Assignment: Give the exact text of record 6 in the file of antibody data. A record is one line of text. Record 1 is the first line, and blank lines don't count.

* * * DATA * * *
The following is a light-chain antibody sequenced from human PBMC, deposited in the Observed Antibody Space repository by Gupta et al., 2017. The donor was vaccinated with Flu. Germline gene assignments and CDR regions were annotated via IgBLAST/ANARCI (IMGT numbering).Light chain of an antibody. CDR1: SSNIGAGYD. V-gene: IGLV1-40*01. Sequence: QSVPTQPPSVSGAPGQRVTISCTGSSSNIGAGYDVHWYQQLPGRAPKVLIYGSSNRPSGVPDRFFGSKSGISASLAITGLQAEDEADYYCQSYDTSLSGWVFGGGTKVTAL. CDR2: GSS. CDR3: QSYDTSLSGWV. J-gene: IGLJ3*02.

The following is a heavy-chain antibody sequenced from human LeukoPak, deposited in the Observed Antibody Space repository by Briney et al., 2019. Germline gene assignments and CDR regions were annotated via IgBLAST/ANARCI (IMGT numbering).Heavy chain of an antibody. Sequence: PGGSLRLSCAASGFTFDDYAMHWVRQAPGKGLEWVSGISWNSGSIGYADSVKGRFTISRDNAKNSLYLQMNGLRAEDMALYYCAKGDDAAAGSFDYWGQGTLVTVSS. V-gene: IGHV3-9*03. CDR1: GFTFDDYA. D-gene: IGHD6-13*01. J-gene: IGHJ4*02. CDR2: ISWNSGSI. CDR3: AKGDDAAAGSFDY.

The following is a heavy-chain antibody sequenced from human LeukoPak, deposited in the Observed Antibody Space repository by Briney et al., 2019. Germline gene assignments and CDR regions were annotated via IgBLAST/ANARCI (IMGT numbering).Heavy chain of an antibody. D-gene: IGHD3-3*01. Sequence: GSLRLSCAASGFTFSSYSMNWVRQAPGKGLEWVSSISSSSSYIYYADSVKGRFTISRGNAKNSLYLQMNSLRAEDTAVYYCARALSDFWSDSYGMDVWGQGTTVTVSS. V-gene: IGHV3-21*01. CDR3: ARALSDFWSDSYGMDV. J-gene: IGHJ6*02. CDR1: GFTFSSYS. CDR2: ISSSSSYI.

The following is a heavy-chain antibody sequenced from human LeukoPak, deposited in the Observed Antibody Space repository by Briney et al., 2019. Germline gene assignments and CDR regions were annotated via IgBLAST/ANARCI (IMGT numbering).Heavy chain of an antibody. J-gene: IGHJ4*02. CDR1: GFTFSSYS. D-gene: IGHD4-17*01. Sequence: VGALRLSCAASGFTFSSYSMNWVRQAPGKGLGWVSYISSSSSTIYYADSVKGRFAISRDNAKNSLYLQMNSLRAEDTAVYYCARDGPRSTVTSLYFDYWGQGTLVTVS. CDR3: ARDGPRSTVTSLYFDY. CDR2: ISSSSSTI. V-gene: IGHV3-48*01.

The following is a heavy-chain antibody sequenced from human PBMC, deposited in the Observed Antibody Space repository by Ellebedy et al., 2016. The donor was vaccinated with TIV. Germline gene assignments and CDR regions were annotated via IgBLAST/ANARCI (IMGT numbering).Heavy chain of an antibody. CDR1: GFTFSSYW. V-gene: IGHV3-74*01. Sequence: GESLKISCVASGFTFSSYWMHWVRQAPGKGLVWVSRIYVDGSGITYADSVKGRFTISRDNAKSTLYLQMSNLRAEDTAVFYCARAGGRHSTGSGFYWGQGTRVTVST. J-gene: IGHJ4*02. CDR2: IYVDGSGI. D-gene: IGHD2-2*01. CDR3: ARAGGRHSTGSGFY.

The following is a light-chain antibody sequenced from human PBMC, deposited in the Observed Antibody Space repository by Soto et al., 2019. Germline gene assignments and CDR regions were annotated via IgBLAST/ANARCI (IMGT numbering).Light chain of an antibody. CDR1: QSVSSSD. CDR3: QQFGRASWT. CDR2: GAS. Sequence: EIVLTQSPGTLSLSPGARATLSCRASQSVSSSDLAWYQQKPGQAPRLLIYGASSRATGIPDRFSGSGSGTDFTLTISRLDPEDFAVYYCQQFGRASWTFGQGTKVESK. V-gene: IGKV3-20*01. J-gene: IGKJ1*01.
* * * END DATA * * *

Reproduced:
The following is a light-chain antibody sequenced from human PBMC, deposited in the Observed Antibody Space repository by Soto et al., 2019. Germline gene assignments and CDR regions were annotated via IgBLAST/ANARCI (IMGT numbering).Light chain of an antibody. CDR1: QSVSSSD. CDR3: QQFGRASWT. CDR2: GAS. Sequence: EIVLTQSPGTLSLSPGARATLSCRASQSVSSSDLAWYQQKPGQAPRLLIYGASSRATGIPDRFSGSGSGTDFTLTISRLDPEDFAVYYCQQFGRASWTFGQGTKVESK. V-gene: IGKV3-20*01. J-gene: IGKJ1*01.